Still, there are astonishing gains in human energy expenditures with your new 872 overlay, and we think you'll be pleased. Here are just a few examples (all figures are expressed in terms of megajoules citywide, per year, forever):
- initial entry of additional 3-4 digits for new calls: 147 megajoules
- increased attention to verifying area code, even among near neighbors: 34 megajoules
- increased chance of inverting digits: 22.6 megajoules
- miscellaneous added cognitive load: 11.7 megajoules
- opportunities for confusion between 872 and 847: 3.4 megajoules (!) annually (forever!)
- added energy to write down numbers, also factoring in additional supply-demand uptick of pencil lead and pen ink: 1.2 megajoules
- the look of despair on their mortal faces: priceless
And there are other goodies in the report. Know those annoying condo doorbells that are actually telephones? Those yuppies are screwed! That'll be 38 megajoules to reprogram them all, and an additional 2.5 megajoules annually in extra current draw and so on. Ka-ching!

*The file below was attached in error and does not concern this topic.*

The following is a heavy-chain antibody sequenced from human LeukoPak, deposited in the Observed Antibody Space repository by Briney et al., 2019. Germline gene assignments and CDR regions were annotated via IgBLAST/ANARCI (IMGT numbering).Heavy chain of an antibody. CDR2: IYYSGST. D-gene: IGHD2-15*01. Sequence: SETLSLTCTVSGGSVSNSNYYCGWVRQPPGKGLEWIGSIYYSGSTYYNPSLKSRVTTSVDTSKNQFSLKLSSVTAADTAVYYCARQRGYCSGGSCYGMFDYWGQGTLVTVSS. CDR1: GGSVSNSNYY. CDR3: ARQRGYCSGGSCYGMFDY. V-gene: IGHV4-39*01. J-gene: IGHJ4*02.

Note that most figures are per year, every year, until way past the time we check out.
So, what we'll see is that an annual average of up to 350 megajoules of added energy will be exerted by telephone consumers dialing Chicago numbers as a result of this change. For the rest of their days. Till their grandchildren's grandchildren's dentures have been reduced to dust.
Without getting into the gory math, what this amounts to is that on average each man, woman, and child in Chicago will need to consume 11.4 more calories per day per capita to make up for the extra energy used in accommodating this seemingly tiny change in their lives, for the rest of their lives, world without end, Amen.
That may not sound like a lot at all, General. Maybe a Chiclet per day. But recall that the careful addition of area code 773 and other overlays nationwide, way back in the pre-cellular 1980s, created spectacular Keynesian shifts of their own. The added dialing effort alone is now known to have sparked the Whole Foods and Wal-Mart phenomena. And that was a dietary increase of only 3.2 added calories per day. Just from the addition of some new area codes. We're onto something four times as large, thanks to cellular technology, and economies grow exponentially, and yet it appears to the innocent eye like a subtle little inconvenient blip in people's lifestyles. Oh, thank heavens for technology!